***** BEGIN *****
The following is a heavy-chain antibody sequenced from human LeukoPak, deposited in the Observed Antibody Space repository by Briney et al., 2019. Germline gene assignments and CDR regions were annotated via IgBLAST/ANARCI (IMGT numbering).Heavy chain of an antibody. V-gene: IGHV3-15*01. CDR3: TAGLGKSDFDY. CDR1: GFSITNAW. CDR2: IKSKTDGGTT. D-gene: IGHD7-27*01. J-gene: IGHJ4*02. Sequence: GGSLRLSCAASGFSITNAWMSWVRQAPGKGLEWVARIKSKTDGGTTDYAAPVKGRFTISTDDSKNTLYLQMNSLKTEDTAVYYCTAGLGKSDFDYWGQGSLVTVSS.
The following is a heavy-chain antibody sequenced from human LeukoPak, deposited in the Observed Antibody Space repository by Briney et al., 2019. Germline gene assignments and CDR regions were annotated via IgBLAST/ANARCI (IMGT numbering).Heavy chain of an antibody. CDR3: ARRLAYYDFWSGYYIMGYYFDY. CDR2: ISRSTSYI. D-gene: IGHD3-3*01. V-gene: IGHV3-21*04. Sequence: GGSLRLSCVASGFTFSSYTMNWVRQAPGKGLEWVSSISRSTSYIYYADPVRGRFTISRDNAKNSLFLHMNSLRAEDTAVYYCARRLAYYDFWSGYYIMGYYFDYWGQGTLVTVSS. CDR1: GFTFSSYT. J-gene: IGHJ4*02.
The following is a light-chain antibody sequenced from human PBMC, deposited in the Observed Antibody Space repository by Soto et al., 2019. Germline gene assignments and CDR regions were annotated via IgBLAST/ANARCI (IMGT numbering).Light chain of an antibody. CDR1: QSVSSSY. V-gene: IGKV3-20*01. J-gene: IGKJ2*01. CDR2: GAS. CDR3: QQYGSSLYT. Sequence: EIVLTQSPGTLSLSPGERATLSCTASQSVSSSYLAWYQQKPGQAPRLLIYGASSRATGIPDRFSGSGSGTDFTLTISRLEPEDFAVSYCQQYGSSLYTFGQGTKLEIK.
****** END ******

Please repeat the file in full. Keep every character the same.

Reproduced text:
The following is a heavy-chain antibody sequenced from human LeukoPak, deposited in the Observed Antibody Space repository by Briney et al., 2019. Germline gene assignments and CDR regions were annotated via IgBLAST/ANARCI (IMGT numbering).Heavy chain of an antibody. V-gene: IGHV3-15*01. CDR3: TAGLGKSDFDY. CDR1: GFSITNAW. CDR2: IKSKTDGGTT. D-gene: IGHD7-27*01. J-gene: IGHJ4*02. Sequence: GGSLRLSCAASGFSITNAWMSWVRQAPGKGLEWVARIKSKTDGGTTDYAAPVKGRFTISTDDSKNTLYLQMNSLKTEDTAVYYCTAGLGKSDFDYWGQGSLVTVSS.
The following is a heavy-chain antibody sequenced from human LeukoPak, deposited in the Observed Antibody Space repository by Briney et al., 2019. Germline gene assignments and CDR regions were annotated via IgBLAST/ANARCI (IMGT numbering).Heavy chain of an antibody. CDR3: ARRLAYYDFWSGYYIMGYYFDY. CDR2: ISRSTSYI. D-gene: IGHD3-3*01. V-gene: IGHV3-21*04. Sequence: GGSLRLSCVASGFTFSSYTMNWVRQAPGKGLEWVSSISRSTSYIYYADPVRGRFTISRDNAKNSLFLHMNSLRAEDTAVYYCARRLAYYDFWSGYYIMGYYFDYWGQGTLVTVSS. CDR1: GFTFSSYT. J-gene: IGHJ4*02.
The following is a light-chain antibody sequenced from human PBMC, deposited in the Observed Antibody Space repository by Soto et al., 2019. Germline gene assignments and CDR regions were annotated via IgBLAST/ANARCI (IMGT numbering).Light chain of an antibody. CDR1: QSVSSSY. V-gene: IGKV3-20*01. J-gene: IGKJ2*01. CDR2: GAS. CDR3: QQYGSSLYT. Sequence: EIVLTQSPGTLSLSPGERATLSCTASQSVSSSYLAWYQQKPGQAPRLLIYGASSRATGIPDRFSGSGSGTDFTLTISRLEPEDFAVSYCQQYGSSLYTFGQGTKLEIK.